Moreover, in the above-described color cathode ray tube of the present invention, it is preferable that a vertical spacing PBV between horizontal center lines is substantially constant, where the horizontal center lines are each defined as a line passing through a center in a vertical direction of each of the bridges in the shadow mask. This makes black streaks less visible without reducing the vertical width of the bridges. Further, since there is no need to reduce the vertical width of the bridges, the mechanical strength of the shadow mask can be secured, and geomagnetic characteristics do not deteriorate.

The following is a description of a color cathode ray tube of the present invention, with reference to the accompanying drawings.

FIG. 1 illustrates an embodiment of the color cathode ray tube of the present invention. A color cathode ray tube 1 has an envelope including a funnel 3 and a panel 2 on whose inner surface a phosphor screen 2 a is formed. An electron gun 4 is provided in a neck portion 3 a of the funnel 3. A shadow mask 5 facing the phosphor screen 2 a is supported by a mask frame 6, which is attached to a panel pin (not shown) provided on an inner wall of the panel 2 via a spring (not shown). Further, outside the funnel 3, a deflection yoke 8 is provided for deflecting and scanning three electron beams 7 emitted from the electron gun 4.

First Embodiment

FIG. 2 shows an assembly including the shadow mask 5 and the mask frame 6 according to the first embodiment. The mask frame 6 is constituted such that an opposing pair of supports 10 serving as long sides and a pair of elastic members 11 serving as short sides are fixed so as to form a rectangular frame. The shadow mask 5 is welded to the supports 10 with a tension applied in a direction indicated by arrows 9 (a vertical direction, i.e., a Y-axis direction). In a horizontal direction (an X-axis direction) of the shadow mask 5, there are a large number of columnar arrays of apertures 15. Each array of apertures 15 includes vertically aligned apertures for passing electron beams.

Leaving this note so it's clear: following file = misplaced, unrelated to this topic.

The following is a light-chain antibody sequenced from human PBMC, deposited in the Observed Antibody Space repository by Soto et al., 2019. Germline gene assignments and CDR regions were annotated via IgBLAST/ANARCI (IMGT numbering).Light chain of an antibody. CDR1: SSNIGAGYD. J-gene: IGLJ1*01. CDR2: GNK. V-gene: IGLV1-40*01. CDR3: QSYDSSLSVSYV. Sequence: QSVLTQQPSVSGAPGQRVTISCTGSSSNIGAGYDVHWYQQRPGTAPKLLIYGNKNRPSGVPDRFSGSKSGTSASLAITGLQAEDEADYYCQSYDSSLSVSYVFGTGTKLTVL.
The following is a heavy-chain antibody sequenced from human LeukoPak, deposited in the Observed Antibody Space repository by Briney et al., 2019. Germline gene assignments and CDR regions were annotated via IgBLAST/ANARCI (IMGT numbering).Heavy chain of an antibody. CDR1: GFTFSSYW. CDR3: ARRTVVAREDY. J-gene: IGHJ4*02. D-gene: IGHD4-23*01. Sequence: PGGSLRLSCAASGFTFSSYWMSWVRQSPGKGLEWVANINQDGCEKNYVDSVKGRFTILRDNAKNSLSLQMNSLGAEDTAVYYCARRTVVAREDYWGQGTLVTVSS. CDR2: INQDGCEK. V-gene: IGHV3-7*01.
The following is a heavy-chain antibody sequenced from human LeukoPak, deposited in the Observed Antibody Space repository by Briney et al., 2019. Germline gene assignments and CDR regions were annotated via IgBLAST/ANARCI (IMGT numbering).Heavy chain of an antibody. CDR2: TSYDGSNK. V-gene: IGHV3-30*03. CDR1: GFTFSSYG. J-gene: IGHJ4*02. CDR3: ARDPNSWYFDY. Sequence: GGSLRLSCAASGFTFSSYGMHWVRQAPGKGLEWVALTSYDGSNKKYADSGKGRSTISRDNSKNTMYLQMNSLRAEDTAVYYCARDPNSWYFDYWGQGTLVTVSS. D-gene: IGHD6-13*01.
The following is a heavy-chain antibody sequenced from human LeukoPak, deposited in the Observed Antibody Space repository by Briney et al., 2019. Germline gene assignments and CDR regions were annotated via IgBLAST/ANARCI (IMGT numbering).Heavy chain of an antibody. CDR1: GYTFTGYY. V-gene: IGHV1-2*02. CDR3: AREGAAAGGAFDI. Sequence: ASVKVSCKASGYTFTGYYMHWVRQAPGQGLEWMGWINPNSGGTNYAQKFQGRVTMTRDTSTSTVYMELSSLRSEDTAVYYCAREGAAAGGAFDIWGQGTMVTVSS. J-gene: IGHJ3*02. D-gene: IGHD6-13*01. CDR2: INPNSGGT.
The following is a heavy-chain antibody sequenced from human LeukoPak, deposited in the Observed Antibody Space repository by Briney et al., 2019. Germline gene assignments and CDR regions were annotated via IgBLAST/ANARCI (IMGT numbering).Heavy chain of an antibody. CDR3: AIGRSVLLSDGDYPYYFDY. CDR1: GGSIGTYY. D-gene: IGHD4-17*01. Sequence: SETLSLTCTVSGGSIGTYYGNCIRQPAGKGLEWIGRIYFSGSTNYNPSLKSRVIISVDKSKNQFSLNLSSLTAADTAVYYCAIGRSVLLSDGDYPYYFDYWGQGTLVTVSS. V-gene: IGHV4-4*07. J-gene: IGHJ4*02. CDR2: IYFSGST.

FIG. 3 is a broken schematic view showing the shadow mask 5, the phosphor screen 2 a and passed beams, which are the electron beams that have passed through apertures and reached the phosphor screen 2 a, seen from an electron gun side in the color cathode ray tube according to the present embodiment. The phosphor screen 2 a is provided with a large number of vertically aligned striped phosphor lines 12. One array of apertures 15 of the shadow mask 5 corresponds to three phosphor lines 12. When the electron beams pass through apertures 16 and 17 of the shadow mask 5 and reach the phosphor screen 2 a as passed beams 18 and 19, the phosphor lines 12 are illuminated. Since the electron beams are blocked by bridges 14 partitioning off two vertically adjacent apertures of the shadow mask 5, no electron beam reaches the regions on the phosphor lines 12 corresponding to the bridges 14, so that non-light-emitting portions 20 are formed.

The present embodiment can minimize the area of these non-light-emitting portions 20. A specific description thereof follows.

In the present embodiment, as the apertures for passing electron beams of the shadow mask 5, vertically elongated apertures 16 whose width in the vertical direction (the Y-axis direction) is larger than that in the horizontal direction (the X-axis direction) (in the following, simply referred to as “long apertures 16”) and short apertures 17 whose vertical width is smaller than that of the long apertures 16 (in the following, simply referred to as “short apertures 17”) are formed. In the embodiment illustrated in FIG. 3, one long aperture 16 and one short aperture 17 are formed alternately in each array of apertures 15.

Accordingly, in each array of apertures 15, two bridges 14 that sandwich the short aperture 17 in the vertical direction are located close to each other. The synergistic effect of these two closely-located bridges 14 strengthens the shadow mask 5, so that a mechanical strength necessary for the shadow mask 5 can be secured even when a vertical width G of each bridge 14 is reduced compared with the conventional case.